32 review for Reality and Rhetoric: Studies in the Economics of Development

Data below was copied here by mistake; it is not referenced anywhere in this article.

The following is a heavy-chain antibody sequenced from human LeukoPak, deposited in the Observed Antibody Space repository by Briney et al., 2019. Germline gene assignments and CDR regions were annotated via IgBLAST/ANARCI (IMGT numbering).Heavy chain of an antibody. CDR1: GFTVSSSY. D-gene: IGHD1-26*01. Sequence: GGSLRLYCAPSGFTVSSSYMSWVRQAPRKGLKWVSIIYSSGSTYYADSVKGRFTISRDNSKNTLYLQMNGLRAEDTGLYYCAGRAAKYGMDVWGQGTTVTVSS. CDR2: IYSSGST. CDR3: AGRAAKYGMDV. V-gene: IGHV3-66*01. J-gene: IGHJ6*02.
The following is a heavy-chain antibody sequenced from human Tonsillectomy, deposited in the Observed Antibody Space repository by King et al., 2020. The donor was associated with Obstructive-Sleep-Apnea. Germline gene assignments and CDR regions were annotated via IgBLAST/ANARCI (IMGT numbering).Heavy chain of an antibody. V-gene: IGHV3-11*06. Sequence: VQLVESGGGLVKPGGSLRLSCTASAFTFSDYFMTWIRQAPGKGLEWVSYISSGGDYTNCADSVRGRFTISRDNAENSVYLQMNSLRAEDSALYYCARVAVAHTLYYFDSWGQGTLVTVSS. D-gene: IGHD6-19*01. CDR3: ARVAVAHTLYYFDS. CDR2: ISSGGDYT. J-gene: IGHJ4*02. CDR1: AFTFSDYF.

1. 5 out of 5

    Pedro Jorge